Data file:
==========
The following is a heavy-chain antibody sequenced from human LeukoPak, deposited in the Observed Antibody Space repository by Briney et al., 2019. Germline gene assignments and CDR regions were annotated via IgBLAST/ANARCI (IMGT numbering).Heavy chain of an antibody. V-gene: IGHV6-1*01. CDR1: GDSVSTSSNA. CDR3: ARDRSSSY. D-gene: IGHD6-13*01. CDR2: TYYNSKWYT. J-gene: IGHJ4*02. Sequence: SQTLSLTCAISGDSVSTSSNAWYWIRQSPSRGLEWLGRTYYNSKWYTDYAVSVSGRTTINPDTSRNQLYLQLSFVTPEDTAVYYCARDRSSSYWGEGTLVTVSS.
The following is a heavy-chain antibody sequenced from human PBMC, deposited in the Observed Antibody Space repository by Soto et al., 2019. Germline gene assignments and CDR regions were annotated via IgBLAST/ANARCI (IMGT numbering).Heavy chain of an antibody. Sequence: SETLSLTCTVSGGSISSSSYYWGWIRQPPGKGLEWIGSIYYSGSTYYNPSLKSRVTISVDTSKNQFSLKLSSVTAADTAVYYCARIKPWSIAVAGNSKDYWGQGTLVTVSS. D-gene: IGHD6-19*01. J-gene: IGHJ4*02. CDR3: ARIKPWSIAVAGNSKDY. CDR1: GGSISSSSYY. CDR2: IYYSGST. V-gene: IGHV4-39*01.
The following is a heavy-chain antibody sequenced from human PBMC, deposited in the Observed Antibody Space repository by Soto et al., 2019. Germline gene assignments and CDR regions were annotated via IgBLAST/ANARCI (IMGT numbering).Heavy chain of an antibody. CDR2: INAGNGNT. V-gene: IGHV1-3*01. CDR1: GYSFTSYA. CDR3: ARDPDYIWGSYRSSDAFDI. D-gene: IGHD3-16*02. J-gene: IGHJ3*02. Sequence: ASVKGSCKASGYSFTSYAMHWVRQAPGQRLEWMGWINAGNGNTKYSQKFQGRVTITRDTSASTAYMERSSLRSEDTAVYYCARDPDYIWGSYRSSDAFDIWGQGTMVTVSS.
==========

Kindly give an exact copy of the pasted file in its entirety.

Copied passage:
The following is a heavy-chain antibody sequenced from human LeukoPak, deposited in the Observed Antibody Space repository by Briney et al., 2019. Germline gene assignments and CDR regions were annotated via IgBLAST/ANARCI (IMGT numbering).Heavy chain of an antibody. V-gene: IGHV6-1*01. CDR1: GDSVSTSSNA. CDR3: ARDRSSSY. D-gene: IGHD6-13*01. CDR2: TYYNSKWYT. J-gene: IGHJ4*02. Sequence: SQTLSLTCAISGDSVSTSSNAWYWIRQSPSRGLEWLGRTYYNSKWYTDYAVSVSGRTTINPDTSRNQLYLQLSFVTPEDTAVYYCARDRSSSYWGEGTLVTVSS.
The following is a heavy-chain antibody sequenced from human PBMC, deposited in the Observed Antibody Space repository by Soto et al., 2019. Germline gene assignments and CDR regions were annotated via IgBLAST/ANARCI (IMGT numbering).Heavy chain of an antibody. Sequence: SETLSLTCTVSGGSISSSSYYWGWIRQPPGKGLEWIGSIYYSGSTYYNPSLKSRVTISVDTSKNQFSLKLSSVTAADTAVYYCARIKPWSIAVAGNSKDYWGQGTLVTVSS. D-gene: IGHD6-19*01. J-gene: IGHJ4*02. CDR3: ARIKPWSIAVAGNSKDY. CDR1: GGSISSSSYY. CDR2: IYYSGST. V-gene: IGHV4-39*01.
The following is a heavy-chain antibody sequenced from human PBMC, deposited in the Observed Antibody Space repository by Soto et al., 2019. Germline gene assignments and CDR regions were annotated via IgBLAST/ANARCI (IMGT numbering).Heavy chain of an antibody. CDR2: INAGNGNT. V-gene: IGHV1-3*01. CDR1: GYSFTSYA. CDR3: ARDPDYIWGSYRSSDAFDI. D-gene: IGHD3-16*02. J-gene: IGHJ3*02. Sequence: ASVKGSCKASGYSFTSYAMHWVRQAPGQRLEWMGWINAGNGNTKYSQKFQGRVTITRDTSASTAYMERSSLRSEDTAVYYCARDPDYIWGSYRSSDAFDIWGQGTMVTVSS.